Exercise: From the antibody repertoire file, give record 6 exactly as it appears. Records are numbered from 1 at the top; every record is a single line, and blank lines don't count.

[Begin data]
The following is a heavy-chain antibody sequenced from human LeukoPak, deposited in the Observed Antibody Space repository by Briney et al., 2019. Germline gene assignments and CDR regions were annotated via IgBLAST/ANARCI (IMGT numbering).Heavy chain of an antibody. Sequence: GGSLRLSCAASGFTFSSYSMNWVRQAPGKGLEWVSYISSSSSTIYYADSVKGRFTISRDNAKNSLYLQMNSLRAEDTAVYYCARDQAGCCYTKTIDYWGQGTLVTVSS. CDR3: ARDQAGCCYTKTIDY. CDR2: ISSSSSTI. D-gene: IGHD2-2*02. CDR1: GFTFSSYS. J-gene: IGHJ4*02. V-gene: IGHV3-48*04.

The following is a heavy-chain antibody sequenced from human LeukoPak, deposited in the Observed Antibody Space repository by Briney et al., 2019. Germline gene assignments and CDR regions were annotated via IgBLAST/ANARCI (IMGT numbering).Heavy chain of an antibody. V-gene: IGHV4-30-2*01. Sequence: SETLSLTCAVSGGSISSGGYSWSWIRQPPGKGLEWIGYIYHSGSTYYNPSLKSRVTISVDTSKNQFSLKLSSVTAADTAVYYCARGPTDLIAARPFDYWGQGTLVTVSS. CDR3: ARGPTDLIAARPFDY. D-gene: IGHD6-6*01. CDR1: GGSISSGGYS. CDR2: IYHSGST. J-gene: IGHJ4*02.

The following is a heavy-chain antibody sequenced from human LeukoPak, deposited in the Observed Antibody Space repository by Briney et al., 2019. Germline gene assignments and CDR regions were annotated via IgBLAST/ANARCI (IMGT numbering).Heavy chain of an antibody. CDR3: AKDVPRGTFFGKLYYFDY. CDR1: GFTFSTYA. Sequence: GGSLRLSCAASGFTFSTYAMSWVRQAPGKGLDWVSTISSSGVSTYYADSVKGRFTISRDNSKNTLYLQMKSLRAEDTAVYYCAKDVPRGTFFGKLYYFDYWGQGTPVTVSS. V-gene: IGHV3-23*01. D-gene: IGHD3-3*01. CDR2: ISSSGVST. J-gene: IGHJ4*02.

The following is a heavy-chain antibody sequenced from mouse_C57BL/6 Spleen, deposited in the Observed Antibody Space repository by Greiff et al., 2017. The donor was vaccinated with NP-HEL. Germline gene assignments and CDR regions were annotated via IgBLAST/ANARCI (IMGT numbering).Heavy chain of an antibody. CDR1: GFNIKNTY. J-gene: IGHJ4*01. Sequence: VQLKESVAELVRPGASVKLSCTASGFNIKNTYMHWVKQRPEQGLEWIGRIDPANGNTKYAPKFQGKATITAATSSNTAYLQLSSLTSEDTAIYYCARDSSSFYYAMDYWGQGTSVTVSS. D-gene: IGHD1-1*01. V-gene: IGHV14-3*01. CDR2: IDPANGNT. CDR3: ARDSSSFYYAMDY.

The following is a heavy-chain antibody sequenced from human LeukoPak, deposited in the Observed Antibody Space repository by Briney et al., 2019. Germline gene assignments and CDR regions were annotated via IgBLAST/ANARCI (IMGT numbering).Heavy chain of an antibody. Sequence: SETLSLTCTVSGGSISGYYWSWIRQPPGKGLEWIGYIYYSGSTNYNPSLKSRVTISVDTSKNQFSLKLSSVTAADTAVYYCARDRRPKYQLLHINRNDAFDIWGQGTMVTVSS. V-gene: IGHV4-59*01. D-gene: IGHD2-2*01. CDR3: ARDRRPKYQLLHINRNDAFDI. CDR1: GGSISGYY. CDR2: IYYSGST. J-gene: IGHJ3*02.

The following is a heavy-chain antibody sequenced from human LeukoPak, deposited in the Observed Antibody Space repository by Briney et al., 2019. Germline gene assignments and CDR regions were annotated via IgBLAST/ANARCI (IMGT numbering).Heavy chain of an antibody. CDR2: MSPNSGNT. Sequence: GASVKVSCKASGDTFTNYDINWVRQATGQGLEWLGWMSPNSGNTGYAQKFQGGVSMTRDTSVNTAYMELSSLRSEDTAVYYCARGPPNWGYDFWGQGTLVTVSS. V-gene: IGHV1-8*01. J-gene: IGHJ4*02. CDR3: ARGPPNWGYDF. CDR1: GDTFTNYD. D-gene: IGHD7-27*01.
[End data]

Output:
The following is a heavy-chain antibody sequenced from human LeukoPak, deposited in the Observed Antibody Space repository by Briney et al., 2019. Germline gene assignments and CDR regions were annotated via IgBLAST/ANARCI (IMGT numbering).Heavy chain of an antibody. CDR2: MSPNSGNT. Sequence: GASVKVSCKASGDTFTNYDINWVRQATGQGLEWLGWMSPNSGNTGYAQKFQGGVSMTRDTSVNTAYMELSSLRSEDTAVYYCARGPPNWGYDFWGQGTLVTVSS. V-gene: IGHV1-8*01. J-gene: IGHJ4*02. CDR3: ARGPPNWGYDF. CDR1: GDTFTNYD. D-gene: IGHD7-27*01.